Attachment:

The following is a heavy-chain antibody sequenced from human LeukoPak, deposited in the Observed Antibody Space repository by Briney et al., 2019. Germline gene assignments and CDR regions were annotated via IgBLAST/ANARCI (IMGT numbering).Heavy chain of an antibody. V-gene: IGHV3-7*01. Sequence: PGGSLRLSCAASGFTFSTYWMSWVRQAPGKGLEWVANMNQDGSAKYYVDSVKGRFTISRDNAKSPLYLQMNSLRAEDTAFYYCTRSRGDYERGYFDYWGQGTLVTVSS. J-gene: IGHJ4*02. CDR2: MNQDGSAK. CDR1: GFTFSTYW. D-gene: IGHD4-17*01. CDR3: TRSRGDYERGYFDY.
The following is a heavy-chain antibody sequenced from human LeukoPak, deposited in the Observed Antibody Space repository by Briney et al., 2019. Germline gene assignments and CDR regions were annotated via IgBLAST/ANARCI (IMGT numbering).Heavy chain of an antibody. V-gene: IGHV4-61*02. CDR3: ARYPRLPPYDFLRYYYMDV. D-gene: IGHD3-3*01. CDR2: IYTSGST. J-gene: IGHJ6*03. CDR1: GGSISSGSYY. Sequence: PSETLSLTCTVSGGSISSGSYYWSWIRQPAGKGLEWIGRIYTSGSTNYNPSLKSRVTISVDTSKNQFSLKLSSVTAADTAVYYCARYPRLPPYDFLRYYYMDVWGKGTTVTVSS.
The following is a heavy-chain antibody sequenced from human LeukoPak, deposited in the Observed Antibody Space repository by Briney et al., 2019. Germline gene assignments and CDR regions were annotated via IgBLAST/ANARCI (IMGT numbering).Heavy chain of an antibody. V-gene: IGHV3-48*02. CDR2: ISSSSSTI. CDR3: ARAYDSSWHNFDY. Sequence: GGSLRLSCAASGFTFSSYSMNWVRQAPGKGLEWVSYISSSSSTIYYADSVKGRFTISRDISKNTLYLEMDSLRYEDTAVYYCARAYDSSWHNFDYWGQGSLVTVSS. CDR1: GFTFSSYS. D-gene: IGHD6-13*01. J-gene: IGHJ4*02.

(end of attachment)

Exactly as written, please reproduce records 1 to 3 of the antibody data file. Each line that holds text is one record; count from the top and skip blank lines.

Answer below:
The following is a heavy-chain antibody sequenced from human LeukoPak, deposited in the Observed Antibody Space repository by Briney et al., 2019. Germline gene assignments and CDR regions were annotated via IgBLAST/ANARCI (IMGT numbering).Heavy chain of an antibody. V-gene: IGHV3-7*01. Sequence: PGGSLRLSCAASGFTFSTYWMSWVRQAPGKGLEWVANMNQDGSAKYYVDSVKGRFTISRDNAKSPLYLQMNSLRAEDTAFYYCTRSRGDYERGYFDYWGQGTLVTVSS. J-gene: IGHJ4*02. CDR2: MNQDGSAK. CDR1: GFTFSTYW. D-gene: IGHD4-17*01. CDR3: TRSRGDYERGYFDY.
The following is a heavy-chain antibody sequenced from human LeukoPak, deposited in the Observed Antibody Space repository by Briney et al., 2019. Germline gene assignments and CDR regions were annotated via IgBLAST/ANARCI (IMGT numbering).Heavy chain of an antibody. V-gene: IGHV4-61*02. CDR3: ARYPRLPPYDFLRYYYMDV. D-gene: IGHD3-3*01. CDR2: IYTSGST. J-gene: IGHJ6*03. CDR1: GGSISSGSYY. Sequence: PSETLSLTCTVSGGSISSGSYYWSWIRQPAGKGLEWIGRIYTSGSTNYNPSLKSRVTISVDTSKNQFSLKLSSVTAADTAVYYCARYPRLPPYDFLRYYYMDVWGKGTTVTVSS.
The following is a heavy-chain antibody sequenced from human LeukoPak, deposited in the Observed Antibody Space repository by Briney et al., 2019. Germline gene assignments and CDR regions were annotated via IgBLAST/ANARCI (IMGT numbering).Heavy chain of an antibody. V-gene: IGHV3-48*02. CDR2: ISSSSSTI. CDR3: ARAYDSSWHNFDY. Sequence: GGSLRLSCAASGFTFSSYSMNWVRQAPGKGLEWVSYISSSSSTIYYADSVKGRFTISRDISKNTLYLEMDSLRYEDTAVYYCARAYDSSWHNFDYWGQGSLVTVSS. CDR1: GFTFSSYS. D-gene: IGHD6-13*01. J-gene: IGHJ4*02.